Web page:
One time, I saw this woman named Candace Owens on TV so I posted asking if anyone knew her. Within seconds the mob was on me. Colleagues I’ve known for 20 years started calling me a racist for simply invoking the name. I honestly didn’t know her, but instantly people started sharing links to Ibram’s guide to Anti-Racism with the oh-so-condescending, “let me see if I can help here,” preamble. 

I read the book by the way. I liked it and there really is so much to be done, but like many other texts, you can take it too far. I know I don’t need to cite an example of people reading a book, latching onto its contents and committing all manner of evil because that’s what the book wanted. When we get in each other’s faces over the pronunciation of company names in the name of anti-racism, I’m pretty sure we’ve crossed over.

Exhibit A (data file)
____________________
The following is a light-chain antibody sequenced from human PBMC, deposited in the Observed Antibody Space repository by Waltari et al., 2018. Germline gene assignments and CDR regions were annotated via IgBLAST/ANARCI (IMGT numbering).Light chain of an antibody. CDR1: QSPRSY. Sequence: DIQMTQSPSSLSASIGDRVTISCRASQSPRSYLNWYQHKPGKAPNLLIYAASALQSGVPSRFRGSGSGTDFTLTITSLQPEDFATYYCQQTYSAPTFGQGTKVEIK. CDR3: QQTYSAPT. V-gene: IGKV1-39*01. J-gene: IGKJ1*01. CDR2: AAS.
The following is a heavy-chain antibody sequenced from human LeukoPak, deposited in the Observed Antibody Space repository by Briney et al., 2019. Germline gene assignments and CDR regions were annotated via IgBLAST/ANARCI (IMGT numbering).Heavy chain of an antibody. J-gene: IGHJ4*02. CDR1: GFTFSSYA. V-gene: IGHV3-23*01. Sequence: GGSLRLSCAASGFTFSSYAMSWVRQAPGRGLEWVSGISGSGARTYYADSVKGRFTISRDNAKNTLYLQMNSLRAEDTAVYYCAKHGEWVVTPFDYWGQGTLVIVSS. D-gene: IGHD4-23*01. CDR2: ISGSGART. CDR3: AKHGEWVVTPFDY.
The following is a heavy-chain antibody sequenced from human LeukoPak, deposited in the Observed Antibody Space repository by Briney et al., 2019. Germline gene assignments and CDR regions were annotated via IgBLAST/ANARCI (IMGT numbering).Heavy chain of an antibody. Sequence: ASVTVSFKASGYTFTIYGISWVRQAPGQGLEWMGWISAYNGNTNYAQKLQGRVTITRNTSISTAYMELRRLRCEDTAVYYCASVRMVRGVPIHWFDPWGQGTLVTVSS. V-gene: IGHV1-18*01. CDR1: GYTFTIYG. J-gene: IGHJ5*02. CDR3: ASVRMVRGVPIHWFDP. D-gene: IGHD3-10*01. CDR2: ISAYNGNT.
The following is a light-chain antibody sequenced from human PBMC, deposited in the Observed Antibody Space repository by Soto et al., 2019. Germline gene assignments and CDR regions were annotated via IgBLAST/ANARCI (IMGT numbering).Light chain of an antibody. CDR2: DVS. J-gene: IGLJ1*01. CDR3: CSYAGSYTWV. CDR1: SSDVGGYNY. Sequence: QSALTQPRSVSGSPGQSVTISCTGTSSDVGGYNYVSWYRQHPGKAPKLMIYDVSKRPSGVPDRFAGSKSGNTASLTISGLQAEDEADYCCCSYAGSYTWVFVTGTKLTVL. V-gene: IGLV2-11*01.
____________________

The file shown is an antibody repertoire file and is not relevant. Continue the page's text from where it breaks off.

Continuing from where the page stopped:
LinkedIn is test driving a no politics in my work feed filter. I’m sure the algorithm deciding what constitutes politics will be more secret than anything in Hillary’s or Trump’s emails. Clicking, “I don’t want to see this” on LinkedIn is a big step toward making LinkedIn one big dopamine trap. 

Hang on a second, does that mean politician’s LinkedIn accounts will get nerfed? Checking with the Magic 8 Ball, as I see it, yes. That’ll be bad for politicians, but good for LinkedIn shareholders because we know dopamine traps are good for social network business. LinkedIn has said their filter will continue to evolve as they collect more data on things that make people feel bad. Circling back to the Ideal Toy Company’s patented and powered 8 ball, the outlook is good for LinkedIn. 

Would talking about things like supreme court justice selection be off limits at work? You bet it would. And thank heaven for that. I made the mistake of asking how people feel about not considering candidates who aren’t black women. I’m genuinely interested in what people think about it since I can’t find any media coverage asking the question. Well, certain media are very carefully asking other questions because, I assure you, you don’t want to be the person asking about it.